The Walking Unread

As a teacher and an avid reader, I’m appalled by the number of people who don’t read consistently.  I may set the bar of reading an inordinate amount of books very high, but I’m amazed at the number of people who don’t consider reading an essential part of their lives.

Perhaps it is because I am the great indoorswoman.  When faced with the decision to climb a mountain or read, reading will always win.  Go fishing? Well, can I read while I’m there?  Definitely safer for the fish and more interesting for me.  Now a book about fishing?  That I could get into.

I’m somewhat of a linguist, and have always found words intoxicating.  The origin of words is fascinating to me.  How language has changed and evolved over the years is extraordinarily interesting to me.  Obvious examples are gay=happy, which has become gay=homosexual in the current vernacular. Awesome means something that fills you with awe.  But this is generally used now as something you really like.  That movie may have been awesome, but it definitely did not fill me with awe.

One of my top books of all time is The Madman and the Professor: A Tale of Murder, Insanity, and the Making of The Oxford English Dictionary by Simon Winchester.  Just the title should explain why this is one of my favorite books.

the professor and the manman

But the real draw of reading for me?  Escapism combined with adventure.  I’m frequently a little sad when finishing a book.  I feel like I know the characters and wonder what will happen next in their lives.  I totally agree with this quote from the Holden Caulfield character in J.D. Salinger’s Catcher in the Rye, “What really knocks me out is a book that, when you’re all done reading it, you wish the author that wrote it was a terrific friend of yours and you could call him up on the phone whenever you felt like it.”

There is a reason why book series are so popular.  And why some characters are famous.  Hercule Poirot, Jane Eyre, Jack Reacher,  Katness Everdeen, Harry Bosch, Hermione Granger and Ebenezer Scrooge, to name a few.  Many people find them unique and compelling and can’t wait for what they will say and do next, either in the next in the series, or in the reader’s imagination.

Why is the series A Song of Ice and Fire by George R.R. Martin (usually referred to as the Game of Thrones books) so popular?  Adventure.  Sex.  Love. Fantasy.  Violence.  Incest.  Evil.  Goodness.  Death.  Who isn’t drawn to those topics?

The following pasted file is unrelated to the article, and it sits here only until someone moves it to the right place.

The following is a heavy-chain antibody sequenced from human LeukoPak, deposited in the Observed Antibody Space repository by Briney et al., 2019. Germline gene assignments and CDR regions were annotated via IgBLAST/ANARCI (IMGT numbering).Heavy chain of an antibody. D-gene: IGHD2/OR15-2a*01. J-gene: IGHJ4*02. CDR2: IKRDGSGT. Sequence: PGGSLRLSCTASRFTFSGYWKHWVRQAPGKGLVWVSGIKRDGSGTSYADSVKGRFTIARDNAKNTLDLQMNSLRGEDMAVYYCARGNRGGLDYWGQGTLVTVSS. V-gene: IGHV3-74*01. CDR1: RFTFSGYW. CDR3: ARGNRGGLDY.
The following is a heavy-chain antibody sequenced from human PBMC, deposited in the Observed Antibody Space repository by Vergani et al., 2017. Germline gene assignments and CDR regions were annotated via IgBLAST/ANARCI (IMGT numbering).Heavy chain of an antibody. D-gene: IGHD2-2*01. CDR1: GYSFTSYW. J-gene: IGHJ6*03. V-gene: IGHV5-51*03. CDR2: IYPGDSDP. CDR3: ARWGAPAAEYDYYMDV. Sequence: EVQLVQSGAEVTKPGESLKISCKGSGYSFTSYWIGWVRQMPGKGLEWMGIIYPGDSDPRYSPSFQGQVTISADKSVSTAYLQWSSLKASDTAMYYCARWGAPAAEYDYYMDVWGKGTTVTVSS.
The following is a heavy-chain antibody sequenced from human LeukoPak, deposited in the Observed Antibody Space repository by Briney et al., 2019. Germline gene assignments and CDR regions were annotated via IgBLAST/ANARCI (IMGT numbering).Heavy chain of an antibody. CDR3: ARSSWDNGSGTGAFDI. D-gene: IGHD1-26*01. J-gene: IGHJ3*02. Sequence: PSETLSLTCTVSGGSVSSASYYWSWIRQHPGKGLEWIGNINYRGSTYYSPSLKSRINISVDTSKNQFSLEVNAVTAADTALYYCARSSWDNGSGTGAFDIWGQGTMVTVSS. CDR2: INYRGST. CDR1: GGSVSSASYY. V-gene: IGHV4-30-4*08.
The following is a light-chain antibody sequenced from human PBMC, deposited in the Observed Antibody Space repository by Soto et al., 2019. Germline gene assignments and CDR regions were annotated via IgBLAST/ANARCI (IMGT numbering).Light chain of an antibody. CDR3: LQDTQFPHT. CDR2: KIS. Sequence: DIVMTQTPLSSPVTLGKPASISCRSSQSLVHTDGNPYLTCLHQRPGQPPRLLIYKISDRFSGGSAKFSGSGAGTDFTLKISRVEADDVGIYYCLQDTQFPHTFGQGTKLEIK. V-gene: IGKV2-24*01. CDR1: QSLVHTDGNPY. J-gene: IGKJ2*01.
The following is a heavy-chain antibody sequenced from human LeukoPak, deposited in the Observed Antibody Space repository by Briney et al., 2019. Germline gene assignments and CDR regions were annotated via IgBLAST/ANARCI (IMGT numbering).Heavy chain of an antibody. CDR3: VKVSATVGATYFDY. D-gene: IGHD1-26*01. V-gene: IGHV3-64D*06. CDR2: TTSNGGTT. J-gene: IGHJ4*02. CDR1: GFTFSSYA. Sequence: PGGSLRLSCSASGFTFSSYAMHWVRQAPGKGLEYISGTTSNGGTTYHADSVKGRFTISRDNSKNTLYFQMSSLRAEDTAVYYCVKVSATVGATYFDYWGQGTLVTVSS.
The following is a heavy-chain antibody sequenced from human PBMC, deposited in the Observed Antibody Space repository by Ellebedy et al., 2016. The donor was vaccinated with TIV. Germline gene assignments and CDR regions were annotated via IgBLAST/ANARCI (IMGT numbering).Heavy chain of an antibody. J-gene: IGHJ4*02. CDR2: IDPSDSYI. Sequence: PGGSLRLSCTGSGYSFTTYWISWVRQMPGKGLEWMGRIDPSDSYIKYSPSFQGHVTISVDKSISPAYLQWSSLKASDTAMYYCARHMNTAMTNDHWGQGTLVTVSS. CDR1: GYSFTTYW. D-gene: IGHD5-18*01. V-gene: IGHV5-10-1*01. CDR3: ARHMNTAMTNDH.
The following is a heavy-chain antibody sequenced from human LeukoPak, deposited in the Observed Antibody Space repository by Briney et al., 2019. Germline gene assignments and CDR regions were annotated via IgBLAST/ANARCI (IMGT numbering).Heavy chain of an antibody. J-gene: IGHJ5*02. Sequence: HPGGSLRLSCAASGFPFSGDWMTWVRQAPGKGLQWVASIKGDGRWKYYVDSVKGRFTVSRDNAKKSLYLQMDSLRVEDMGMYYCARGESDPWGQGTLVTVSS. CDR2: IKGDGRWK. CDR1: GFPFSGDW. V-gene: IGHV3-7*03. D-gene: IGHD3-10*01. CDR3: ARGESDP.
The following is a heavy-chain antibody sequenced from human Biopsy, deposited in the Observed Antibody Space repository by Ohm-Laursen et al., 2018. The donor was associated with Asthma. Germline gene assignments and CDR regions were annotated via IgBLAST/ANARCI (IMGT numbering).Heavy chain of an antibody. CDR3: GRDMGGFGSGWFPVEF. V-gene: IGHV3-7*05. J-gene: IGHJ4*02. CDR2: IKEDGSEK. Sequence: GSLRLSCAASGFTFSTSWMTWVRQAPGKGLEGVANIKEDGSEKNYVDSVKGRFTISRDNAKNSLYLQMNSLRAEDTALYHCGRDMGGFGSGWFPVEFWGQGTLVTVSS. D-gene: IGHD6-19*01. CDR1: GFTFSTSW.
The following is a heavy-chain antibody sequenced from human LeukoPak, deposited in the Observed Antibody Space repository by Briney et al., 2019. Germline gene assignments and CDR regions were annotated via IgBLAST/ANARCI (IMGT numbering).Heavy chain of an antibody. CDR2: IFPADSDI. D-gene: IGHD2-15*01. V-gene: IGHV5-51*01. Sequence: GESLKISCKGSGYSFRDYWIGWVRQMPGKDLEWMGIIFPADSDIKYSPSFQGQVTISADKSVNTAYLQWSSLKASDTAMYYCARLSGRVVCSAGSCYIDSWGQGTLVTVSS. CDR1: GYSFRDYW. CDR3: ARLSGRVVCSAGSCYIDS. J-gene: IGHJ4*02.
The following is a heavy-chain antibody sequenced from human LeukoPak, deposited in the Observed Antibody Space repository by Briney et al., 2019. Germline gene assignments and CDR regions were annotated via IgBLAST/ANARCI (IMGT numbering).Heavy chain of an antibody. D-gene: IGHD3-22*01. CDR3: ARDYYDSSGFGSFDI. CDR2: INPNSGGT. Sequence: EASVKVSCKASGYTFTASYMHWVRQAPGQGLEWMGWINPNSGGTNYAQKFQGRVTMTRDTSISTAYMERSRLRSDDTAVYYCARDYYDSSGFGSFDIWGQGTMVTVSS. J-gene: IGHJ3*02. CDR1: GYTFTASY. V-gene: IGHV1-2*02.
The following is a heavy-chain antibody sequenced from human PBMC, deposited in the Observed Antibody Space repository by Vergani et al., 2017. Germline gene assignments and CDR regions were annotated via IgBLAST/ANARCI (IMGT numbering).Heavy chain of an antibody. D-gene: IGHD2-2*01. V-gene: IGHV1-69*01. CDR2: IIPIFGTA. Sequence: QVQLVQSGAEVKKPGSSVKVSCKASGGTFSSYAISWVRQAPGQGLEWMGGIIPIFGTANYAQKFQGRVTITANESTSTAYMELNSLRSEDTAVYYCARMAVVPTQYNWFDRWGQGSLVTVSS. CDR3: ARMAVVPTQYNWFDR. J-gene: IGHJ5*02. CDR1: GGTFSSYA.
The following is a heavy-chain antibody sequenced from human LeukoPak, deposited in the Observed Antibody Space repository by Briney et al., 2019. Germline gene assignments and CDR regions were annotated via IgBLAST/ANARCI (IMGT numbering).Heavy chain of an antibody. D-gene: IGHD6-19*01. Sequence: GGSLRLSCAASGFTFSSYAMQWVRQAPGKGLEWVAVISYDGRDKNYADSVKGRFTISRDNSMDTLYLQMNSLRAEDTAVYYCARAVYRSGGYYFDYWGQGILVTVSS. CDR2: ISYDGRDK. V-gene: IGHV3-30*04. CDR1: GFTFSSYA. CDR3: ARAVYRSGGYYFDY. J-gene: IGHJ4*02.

Historically, only the upper echelons of society were educated and well-read. It was frowned upon for women to read other than the society pages and recipes. But in today’s society, education is supposed to change all of that.  It is the right of everyone to receive the education that carries the gift of literacy. That is the burden and challenge for teachers.  To motivate children so that they are capable of reading, able and interested to read for pleasure, and have the gift of opening their minds to other thoughts, other cultures, other experiences.

To staunch the flow of the walking unread.




About Barb Knowles

The things that are important to me are family, friends, teaching, writing, languages and using my sense of humor to navigate this crazy world. Please join me on this blogging adventure...
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17 Responses to The Walking Unread

  1. Glazed says:

    The Walking Unread seems an apt appellation. We’re you inspired by reading a zombie book?

    Liked by 2 people

  2. Bea dM says:

    Family environmen counts, but also individual character (one child in a family reads, the other doesn’t), and how reading is taught at school. I had a French school education that seemed to inspire most of us to read lots, but my kids went to Italian schools that had a deadening effect with total focus on ancient literature (no surprise that Italian adults are at the bottom of the EU scale for reading books). My daughter did become an avid reader notwithstanding, but only because of my continuously updated stash of modern world literature in English